On the three central days of the conference week, a keynote will be delivered as the opening event to address hot topics of relevance in the conference scope.
University of Luxembourg, Luxembourg
Security and Dependability Challenges of IT/OT Integration
Abstract. A great deal of society's stakes is today placed on the cyber sphere. The pillars of this new environment are critical information infrastructures (CII), where an accelerated convergence, or integration, of information technology (IT) like the internet-cloud complex, and operational technology (OT) like cyber-physical systems, is becoming the norm e.g., in utilities, like power grid operators, or transportation systems, including autonomous vehicles.
This global convergence leads to extremely large-scale and decentralised computer and network systems, in whose interconnection the natural difference of the threat and risk models of both kinds of realms (IT/OT) is sometimes not taken into account, opening threat surfaces both to occasional accidents and targeted attacks, or advanced persistent threats (APT).
We believe, and discuss in the talk, that paradigms and techniques are required that endow systems with the capacity of defeating incremental adversary power and sustaining perpetual and unattended operation, in a systematic and automatic way.
Short Bio. Paulo Esteves-Veríssimo is a Professor and FNR PEARL Chair at the University of Luxembourg Faculty of Science, Technology and Communication (FSTC), since fall 2014, and head of the CritiX lab (Critical and Extreme Security and Dependability) at SnT, the Interdisciplinary Centre for Security, Reliability and Trust at the same University (https://wwwen.uni.lu/snt). He is adjunct Professor of the ECE Dept., Carnegie Mellon University. Previously, he has been a Professor of the Univ. of Lisbon, member of the Board of the same university and Director of LaSIGE (http://lasige.di.fc.ul.pt). Veríssimo is Fellow of the IEEE and Fellow of the ACM, and he is associate editor of the IEEE Transactions on Computers (TC - 2015---). He is currently Chair of the IFIP WG 10.4 on Dependable Computing and Fault-Tolerance and vice-Chair of the Steering Committee of the IEEE/IFIP DSN conference. He is currently interested in secure and dependable distributed architectures, middleware and algorithms for: resilience of large-scale systems and critical infrastructures, privacy and integrity of highly sensitive data, and adaptability and safety of real-time networked embedded systems. He is author of over 180 peer-refereed publications and co-author of 5 books.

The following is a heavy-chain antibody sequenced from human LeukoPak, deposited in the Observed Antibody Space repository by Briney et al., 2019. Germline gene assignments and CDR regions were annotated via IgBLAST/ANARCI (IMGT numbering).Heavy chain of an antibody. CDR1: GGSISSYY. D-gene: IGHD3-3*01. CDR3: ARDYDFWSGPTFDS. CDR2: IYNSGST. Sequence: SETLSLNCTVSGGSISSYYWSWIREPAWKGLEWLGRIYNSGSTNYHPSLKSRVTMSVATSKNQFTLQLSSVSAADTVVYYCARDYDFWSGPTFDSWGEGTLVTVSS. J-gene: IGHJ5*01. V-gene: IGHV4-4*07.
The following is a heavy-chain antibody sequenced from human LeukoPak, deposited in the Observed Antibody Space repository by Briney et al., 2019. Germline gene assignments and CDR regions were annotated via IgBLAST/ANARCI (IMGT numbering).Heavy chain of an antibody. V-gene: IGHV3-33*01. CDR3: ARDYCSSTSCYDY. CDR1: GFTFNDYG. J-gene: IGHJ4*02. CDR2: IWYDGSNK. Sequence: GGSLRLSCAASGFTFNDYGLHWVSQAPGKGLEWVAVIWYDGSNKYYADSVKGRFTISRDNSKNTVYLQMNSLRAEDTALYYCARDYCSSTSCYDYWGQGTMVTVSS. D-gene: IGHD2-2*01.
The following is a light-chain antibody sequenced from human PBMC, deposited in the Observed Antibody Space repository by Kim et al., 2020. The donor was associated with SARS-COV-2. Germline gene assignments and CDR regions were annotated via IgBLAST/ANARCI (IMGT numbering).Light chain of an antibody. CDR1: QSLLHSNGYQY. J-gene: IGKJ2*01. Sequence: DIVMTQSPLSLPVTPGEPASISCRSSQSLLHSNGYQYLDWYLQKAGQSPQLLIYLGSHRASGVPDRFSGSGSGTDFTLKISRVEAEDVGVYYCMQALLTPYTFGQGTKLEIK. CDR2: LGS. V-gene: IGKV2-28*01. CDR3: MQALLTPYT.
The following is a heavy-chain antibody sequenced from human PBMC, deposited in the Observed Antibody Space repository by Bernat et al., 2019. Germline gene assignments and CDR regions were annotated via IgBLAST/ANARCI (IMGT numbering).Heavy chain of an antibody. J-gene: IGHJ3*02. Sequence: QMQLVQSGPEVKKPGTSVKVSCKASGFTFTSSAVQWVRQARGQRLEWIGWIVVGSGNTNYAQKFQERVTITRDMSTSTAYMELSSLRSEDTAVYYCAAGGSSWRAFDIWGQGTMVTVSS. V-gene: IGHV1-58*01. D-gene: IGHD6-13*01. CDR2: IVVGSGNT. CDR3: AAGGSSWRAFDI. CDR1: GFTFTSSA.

Vermont Technical College, USA
From Physicist to Rocket Scientist, and how to make a CubeSat that works
Abstract. After getting experience with SPARK/Ada on an Artic Sea Ice Buoy, we used the same CPU and software system on our first CubeSat. Our CubeSat, launched on November 13, 2013, was in orbit for two years and two days, travelling 293 million miles during 11,071 orbits of the Earth. It was operational the entire time, sending us many photos, until burning up over the Pacific during re-entry. It is still the only successful university satellite on the East coast of the US. I will explain how to have a successful CubeSat, where many, many others have failed, in which the reliability of SPARK/Ada software plays a big part. We are now developing a complete spacecraft software system, CubedOS, using SPARK/Ada, and are looking forward to being part of a deep space, self-propelled CubeSat mission with partners at NASA's Jet Propulsion Lab, visiting asteroids controlled by SPARK/Ada software.